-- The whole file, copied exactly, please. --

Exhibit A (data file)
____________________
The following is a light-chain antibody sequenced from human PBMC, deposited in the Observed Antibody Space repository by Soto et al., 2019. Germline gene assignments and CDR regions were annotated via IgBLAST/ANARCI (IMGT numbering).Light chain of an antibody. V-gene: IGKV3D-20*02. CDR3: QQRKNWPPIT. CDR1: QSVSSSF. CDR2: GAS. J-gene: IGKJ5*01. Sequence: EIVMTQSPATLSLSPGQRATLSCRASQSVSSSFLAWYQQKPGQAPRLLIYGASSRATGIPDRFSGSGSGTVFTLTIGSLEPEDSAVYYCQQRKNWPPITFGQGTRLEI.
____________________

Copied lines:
The following is a light-chain antibody sequenced from human PBMC, deposited in the Observed Antibody Space repository by Soto et al., 2019. Germline gene assignments and CDR regions were annotated via IgBLAST/ANARCI (IMGT numbering).Light chain of an antibody. V-gene: IGKV3D-20*02. CDR3: QQRKNWPPIT. CDR1: QSVSSSF. CDR2: GAS. J-gene: IGKJ5*01. Sequence: EIVMTQSPATLSLSPGQRATLSCRASQSVSSSFLAWYQQKPGQAPRLLIYGASSRATGIPDRFSGSGSGTVFTLTIGSLEPEDSAVYYCQQRKNWPPITFGQGTRLEI.